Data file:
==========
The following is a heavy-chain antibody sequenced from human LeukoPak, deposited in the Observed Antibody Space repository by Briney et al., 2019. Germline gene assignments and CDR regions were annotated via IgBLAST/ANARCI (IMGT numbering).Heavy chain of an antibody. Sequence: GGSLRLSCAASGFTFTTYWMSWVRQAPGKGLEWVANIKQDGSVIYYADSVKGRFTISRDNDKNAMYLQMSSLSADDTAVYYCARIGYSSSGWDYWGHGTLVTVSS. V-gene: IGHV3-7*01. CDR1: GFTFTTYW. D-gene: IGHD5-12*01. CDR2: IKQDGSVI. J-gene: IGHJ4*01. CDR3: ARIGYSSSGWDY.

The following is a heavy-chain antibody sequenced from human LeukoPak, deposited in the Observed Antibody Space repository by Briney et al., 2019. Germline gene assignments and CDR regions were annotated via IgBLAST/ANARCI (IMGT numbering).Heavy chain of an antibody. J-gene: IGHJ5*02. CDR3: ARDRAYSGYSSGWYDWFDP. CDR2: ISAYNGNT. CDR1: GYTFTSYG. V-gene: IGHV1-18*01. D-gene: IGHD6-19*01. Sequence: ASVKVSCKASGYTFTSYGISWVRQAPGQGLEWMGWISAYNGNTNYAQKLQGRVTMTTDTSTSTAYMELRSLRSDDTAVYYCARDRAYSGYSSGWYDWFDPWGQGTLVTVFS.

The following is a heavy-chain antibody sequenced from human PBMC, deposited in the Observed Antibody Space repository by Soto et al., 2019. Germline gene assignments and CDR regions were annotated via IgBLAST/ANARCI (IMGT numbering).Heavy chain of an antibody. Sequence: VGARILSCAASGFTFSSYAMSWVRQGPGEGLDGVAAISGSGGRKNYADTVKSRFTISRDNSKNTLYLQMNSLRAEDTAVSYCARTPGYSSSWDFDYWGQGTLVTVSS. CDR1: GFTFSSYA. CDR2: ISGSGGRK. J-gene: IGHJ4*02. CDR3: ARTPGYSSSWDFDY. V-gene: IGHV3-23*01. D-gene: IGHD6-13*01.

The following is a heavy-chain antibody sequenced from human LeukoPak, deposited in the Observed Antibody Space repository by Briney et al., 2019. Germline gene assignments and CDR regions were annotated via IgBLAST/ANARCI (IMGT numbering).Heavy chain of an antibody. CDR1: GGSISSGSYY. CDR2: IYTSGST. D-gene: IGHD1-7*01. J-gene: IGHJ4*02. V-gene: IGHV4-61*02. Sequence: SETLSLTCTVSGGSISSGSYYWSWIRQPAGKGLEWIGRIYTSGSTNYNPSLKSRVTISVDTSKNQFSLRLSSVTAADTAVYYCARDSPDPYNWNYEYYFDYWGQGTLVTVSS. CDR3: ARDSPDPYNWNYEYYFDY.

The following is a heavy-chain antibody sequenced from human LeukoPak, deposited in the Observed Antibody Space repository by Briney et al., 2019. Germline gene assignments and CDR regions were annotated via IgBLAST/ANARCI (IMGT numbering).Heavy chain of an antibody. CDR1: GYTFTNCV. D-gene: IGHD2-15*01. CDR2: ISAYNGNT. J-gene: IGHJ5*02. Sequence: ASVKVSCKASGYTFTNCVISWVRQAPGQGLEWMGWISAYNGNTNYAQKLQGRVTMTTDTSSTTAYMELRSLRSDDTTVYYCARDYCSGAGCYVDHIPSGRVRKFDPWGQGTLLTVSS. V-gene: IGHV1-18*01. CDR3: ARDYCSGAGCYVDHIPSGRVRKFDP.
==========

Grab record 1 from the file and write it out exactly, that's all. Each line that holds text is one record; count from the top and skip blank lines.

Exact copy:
The following is a heavy-chain antibody sequenced from human LeukoPak, deposited in the Observed Antibody Space repository by Briney et al., 2019. Germline gene assignments and CDR regions were annotated via IgBLAST/ANARCI (IMGT numbering).Heavy chain of an antibody. Sequence: GGSLRLSCAASGFTFTTYWMSWVRQAPGKGLEWVANIKQDGSVIYYADSVKGRFTISRDNDKNAMYLQMSSLSADDTAVYYCARIGYSSSGWDYWGHGTLVTVSS. V-gene: IGHV3-7*01. CDR1: GFTFTTYW. D-gene: IGHD5-12*01. CDR2: IKQDGSVI. J-gene: IGHJ4*01. CDR3: ARIGYSSSGWDY.